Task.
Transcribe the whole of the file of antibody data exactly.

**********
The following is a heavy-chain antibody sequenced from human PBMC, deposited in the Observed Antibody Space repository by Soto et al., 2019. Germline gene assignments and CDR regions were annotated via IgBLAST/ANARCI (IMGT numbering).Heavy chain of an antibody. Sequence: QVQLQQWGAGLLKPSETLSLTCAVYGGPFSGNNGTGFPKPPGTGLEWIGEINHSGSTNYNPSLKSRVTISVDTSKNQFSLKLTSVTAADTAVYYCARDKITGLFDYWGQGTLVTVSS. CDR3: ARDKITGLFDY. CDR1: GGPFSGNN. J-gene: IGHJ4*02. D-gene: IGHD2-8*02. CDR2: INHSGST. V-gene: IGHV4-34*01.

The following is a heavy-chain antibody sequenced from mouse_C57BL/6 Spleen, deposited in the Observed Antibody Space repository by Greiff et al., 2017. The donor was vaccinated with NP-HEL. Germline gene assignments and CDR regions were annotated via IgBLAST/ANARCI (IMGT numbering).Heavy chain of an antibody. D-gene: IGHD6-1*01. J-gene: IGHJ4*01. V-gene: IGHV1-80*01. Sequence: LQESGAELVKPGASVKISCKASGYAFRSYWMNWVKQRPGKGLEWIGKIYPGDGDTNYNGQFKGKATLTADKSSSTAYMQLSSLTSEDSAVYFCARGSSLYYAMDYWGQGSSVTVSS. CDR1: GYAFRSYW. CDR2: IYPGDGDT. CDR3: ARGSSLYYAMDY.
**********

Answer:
The following is a heavy-chain antibody sequenced from human PBMC, deposited in the Observed Antibody Space repository by Soto et al., 2019. Germline gene assignments and CDR regions were annotated via IgBLAST/ANARCI (IMGT numbering).Heavy chain of an antibody. Sequence: QVQLQQWGAGLLKPSETLSLTCAVYGGPFSGNNGTGFPKPPGTGLEWIGEINHSGSTNYNPSLKSRVTISVDTSKNQFSLKLTSVTAADTAVYYCARDKITGLFDYWGQGTLVTVSS. CDR3: ARDKITGLFDY. CDR1: GGPFSGNN. J-gene: IGHJ4*02. D-gene: IGHD2-8*02. CDR2: INHSGST. V-gene: IGHV4-34*01.

The following is a heavy-chain antibody sequenced from mouse_C57BL/6 Spleen, deposited in the Observed Antibody Space repository by Greiff et al., 2017. The donor was vaccinated with NP-HEL. Germline gene assignments and CDR regions were annotated via IgBLAST/ANARCI (IMGT numbering).Heavy chain of an antibody. D-gene: IGHD6-1*01. J-gene: IGHJ4*01. V-gene: IGHV1-80*01. Sequence: LQESGAELVKPGASVKISCKASGYAFRSYWMNWVKQRPGKGLEWIGKIYPGDGDTNYNGQFKGKATLTADKSSSTAYMQLSSLTSEDSAVYFCARGSSLYYAMDYWGQGSSVTVSS. CDR1: GYAFRSYW. CDR2: IYPGDGDT. CDR3: ARGSSLYYAMDY.